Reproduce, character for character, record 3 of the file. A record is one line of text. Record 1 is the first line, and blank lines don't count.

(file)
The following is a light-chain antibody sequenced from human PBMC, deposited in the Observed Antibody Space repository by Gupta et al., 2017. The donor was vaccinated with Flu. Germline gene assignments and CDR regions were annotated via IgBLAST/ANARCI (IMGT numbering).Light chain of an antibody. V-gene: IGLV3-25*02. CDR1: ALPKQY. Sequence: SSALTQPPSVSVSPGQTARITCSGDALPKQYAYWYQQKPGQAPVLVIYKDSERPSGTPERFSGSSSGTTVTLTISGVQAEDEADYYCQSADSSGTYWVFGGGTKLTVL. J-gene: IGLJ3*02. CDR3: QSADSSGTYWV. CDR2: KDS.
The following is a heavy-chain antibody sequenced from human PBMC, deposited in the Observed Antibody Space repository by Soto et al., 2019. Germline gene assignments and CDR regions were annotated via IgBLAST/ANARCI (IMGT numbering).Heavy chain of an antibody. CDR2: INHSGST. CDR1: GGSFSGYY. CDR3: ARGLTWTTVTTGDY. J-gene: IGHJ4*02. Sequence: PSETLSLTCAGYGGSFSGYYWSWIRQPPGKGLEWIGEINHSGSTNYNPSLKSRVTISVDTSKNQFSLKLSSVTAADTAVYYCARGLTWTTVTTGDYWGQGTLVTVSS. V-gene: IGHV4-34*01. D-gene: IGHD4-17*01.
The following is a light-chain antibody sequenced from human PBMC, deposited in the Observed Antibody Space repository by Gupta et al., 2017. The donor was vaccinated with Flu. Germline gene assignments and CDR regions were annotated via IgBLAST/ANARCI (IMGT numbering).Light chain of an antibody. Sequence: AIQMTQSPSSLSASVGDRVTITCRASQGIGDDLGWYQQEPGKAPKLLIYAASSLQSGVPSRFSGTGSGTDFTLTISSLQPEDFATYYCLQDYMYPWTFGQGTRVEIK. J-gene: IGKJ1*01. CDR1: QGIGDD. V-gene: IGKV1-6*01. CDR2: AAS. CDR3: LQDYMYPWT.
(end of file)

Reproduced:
The following is a light-chain antibody sequenced from human PBMC, deposited in the Observed Antibody Space repository by Gupta et al., 2017. The donor was vaccinated with Flu. Germline gene assignments and CDR regions were annotated via IgBLAST/ANARCI (IMGT numbering).Light chain of an antibody. Sequence: AIQMTQSPSSLSASVGDRVTITCRASQGIGDDLGWYQQEPGKAPKLLIYAASSLQSGVPSRFSGTGSGTDFTLTISSLQPEDFATYYCLQDYMYPWTFGQGTRVEIK. J-gene: IGKJ1*01. CDR1: QGIGDD. V-gene: IGKV1-6*01. CDR2: AAS. CDR3: LQDYMYPWT.